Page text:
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3 Mindsets of Successful Customer Education Leaders

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3 Mindsets of Successful Customers
Rachel Heisterkamp
February 1, 2022
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How the customer journey can be impacted by thinking differently

We know – and so do you – that education is a huge driver of customer retention and product adoption. But, more often than not, running a customer education team becomes a frustrating cycle of aiming to impact the customer lifecycle through learning, but instead getting stuck in the day-to-day grind of clearing the content backlog, juggling inbound requests, and keeping up with administrative tasks. 

In 2021, the Thought Industries research team conducted an initiative to learn from leaders of innovative customer education programs: What allowed them to produce exceptional results? How did they get there? And, how did they approach their journey differently? Asking these questions led us to build our maturity model for customer education. If you’re curious to get a sense of how your own program compares to industry leaders, try our self-assessment tool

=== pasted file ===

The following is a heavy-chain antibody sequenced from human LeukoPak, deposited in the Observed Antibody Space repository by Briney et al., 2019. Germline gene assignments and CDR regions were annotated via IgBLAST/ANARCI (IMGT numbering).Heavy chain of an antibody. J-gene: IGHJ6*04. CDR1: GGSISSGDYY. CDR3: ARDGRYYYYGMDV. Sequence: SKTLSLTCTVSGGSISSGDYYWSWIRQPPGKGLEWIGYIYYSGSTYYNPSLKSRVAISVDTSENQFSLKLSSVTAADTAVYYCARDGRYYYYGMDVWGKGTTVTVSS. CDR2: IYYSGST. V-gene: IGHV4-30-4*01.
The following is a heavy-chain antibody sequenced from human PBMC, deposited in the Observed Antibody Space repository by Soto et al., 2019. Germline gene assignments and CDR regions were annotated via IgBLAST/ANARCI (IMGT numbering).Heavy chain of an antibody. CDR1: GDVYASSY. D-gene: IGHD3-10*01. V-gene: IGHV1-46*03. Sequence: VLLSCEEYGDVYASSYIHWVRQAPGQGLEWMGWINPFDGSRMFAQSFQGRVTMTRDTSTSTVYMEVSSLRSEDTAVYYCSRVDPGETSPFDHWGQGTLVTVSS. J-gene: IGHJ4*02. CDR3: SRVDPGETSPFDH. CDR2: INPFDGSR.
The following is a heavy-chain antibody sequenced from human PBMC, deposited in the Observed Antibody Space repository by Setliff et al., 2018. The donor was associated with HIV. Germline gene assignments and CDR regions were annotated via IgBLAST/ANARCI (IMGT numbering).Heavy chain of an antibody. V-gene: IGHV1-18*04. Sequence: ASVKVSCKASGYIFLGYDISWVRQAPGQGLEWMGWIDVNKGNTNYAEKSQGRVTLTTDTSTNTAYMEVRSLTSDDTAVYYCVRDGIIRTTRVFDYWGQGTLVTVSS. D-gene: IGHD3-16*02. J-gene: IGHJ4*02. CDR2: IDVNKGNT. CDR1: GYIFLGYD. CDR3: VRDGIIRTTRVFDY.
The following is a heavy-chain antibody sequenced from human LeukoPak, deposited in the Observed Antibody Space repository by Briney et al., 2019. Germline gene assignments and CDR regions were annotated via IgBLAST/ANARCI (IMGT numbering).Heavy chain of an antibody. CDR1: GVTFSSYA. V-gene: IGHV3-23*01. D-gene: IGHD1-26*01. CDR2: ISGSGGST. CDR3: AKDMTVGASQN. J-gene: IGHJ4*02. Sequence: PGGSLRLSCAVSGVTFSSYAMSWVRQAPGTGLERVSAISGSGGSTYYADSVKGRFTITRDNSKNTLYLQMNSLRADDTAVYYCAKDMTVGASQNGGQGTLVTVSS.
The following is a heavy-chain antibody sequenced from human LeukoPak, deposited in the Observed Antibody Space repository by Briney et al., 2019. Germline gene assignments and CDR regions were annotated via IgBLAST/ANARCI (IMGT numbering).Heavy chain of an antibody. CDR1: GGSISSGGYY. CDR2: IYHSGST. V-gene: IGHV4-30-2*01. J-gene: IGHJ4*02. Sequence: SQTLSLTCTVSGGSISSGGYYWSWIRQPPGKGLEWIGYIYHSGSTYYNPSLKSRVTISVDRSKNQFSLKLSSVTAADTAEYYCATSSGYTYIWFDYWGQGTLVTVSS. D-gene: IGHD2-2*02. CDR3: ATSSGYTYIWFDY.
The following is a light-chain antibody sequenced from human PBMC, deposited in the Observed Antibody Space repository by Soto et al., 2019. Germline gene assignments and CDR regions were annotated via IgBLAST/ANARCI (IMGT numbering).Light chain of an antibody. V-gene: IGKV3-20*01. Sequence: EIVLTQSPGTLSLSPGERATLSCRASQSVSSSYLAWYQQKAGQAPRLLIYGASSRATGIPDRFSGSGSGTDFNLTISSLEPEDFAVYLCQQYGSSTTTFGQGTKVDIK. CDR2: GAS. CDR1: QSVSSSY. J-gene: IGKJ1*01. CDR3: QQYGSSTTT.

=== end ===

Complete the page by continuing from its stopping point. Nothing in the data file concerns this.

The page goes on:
During our research process, we saw many barriers standing in the way of realizing the potential of customer education programs, spanning industries and company size – among them:

  • Difficulty getting the level of support needed from busy subject matter experts.
  • Difficulty demonstrating the business value of their program.
  • Difficulty keeping offerings up to date.
  • Difficulty sourcing, and analyzing, needed data.

But, when we looked into these exceptional customer education program leaders, we heard them share experiences of bursting through these same obstacles. And, even more notably, they realized measurable gains at every step of the customer lifecycle:

KPIs impacted by High-Performance Customer Education:

KPIs across the customer lifecycle